, and 66% say they text. In fact, 58% of 12-year-olds now have mobiles, compared to 18% just five years ago.
Teens prefer reading news online to Twitter (guardian.co.uk)
Blogging not so big with teenagers anymore (vator.tv)
Teens and young adults shirk blogs and spurn Twitter (nationalpost.com)
The hype around the iTablet is reaching a fever pitch with the Kindle
increasingly looking like yet another example of Apple
roadkill. If Apple
can consume 32% of the profits in the mobile phone biz in less than three years, it should be no problem to swallow the nascent e-reader business in one quick bite. No sooner had Jeff Bezos
graced the cover of Fast Company than the Kindle was pronounced dead by the digiterati (actually, it was “Kindle in Danger of Becoming E-books’ Betamax
,” according to Brett Arends in the Wall Street Journal
). With competition for e-readers heating up, will Jeff be able to defend his walled garden from rivals inside and outside the category that he built?
Palm Pixi v iPhone
Palm‘s Pre was heralded as a potential iPhone-killer well ahead of its launch, but in the end it didn’t quite deliver. Its performance was slightly ahead of the iPhone 3G, but lagged behind Apple’s revamped iPhone 3GS (aided in part by Apple’s enhanced iPhone firmware which works on all its smartphones). Then we heard rumors that Palm was working on another webOS phone, but it had possibly been delayed due to poor Pre sales. That phone was codenamed Eos and Pixie, and it’s turned out to be the new Palm Pixi–a candybar phone with much simpler design than the Pre. So much simpler, in fact, that it’s probably fairer to compare the Pixi’s performance to the older iPhone 3G–which is still on sale, and is Pixi’s closest competitor. Pixi’s less capable than the Pre, and priced more cheaply, and it makes even more sense.
Report: Steve Jobs concentrating on tablet (news.cnet.com)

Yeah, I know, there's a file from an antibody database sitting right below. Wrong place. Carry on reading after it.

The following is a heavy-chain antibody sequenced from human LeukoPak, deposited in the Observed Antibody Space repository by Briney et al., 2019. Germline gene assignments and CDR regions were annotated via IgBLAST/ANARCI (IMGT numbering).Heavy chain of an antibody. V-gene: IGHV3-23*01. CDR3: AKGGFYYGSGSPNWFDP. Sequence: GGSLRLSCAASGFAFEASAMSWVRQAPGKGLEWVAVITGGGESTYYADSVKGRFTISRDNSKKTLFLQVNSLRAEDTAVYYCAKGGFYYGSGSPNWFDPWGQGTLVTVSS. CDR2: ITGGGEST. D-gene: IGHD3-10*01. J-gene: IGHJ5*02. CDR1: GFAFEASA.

Steve Jobs is Hard at Work on Apple Tablet (shoppingblog.com)
Analyst: iPhone secure against competitors, AT&T not so much (venturebeat.com)
iPhones Overload AT&T’s Network, Angering Customers
“Slim and sleek as it is, the iPhone is really the Hummer of cellphones. It’s a data guzzler. Owners use them like minicomputers, which they are, and use them a lot. Not only do iPhone owners download applications, stream music and videos and browse the Web at higher rates than the average smartphone user, but the average iPhone owner can also use 10 times the network capacity used by the average smartphone user. “They don’t even realize how much data they’re using,” said Gene Munster, a senior securities analyst with Piper Jaffray. The result is dropped calls, spotty service, delayed text and voice messages and glacial download speeds as AT&T’s cellular network strains to meet the demand. Another result is outraged customers.”
Photo: Eric’s iPhone
Phone Company Becomes a Bank
Using the mobile financial service provider Obopay, Nokia is poised to revolutionize the world of banking through its new service Nokia Money. It’s reportedly very easy to use, and will facilitate all kinds of financial transactions, such as bill paying. They are also building a large network of Nokia Money agents, where consumers can come in person to deposit money or withdraw cash from their accounts. Users will pay 25 cents to send any amount of money up to $1000, and receiving a payment is free. Right now, Obopay only works in the US and India, but more information will be released at Nokia World in September.
[Picture credit: textually.org]
Nokia already owns the global cell-phone market. Now Tero Ojanperä is launching the world’s biggest delivery system for services, apps, and entertainment.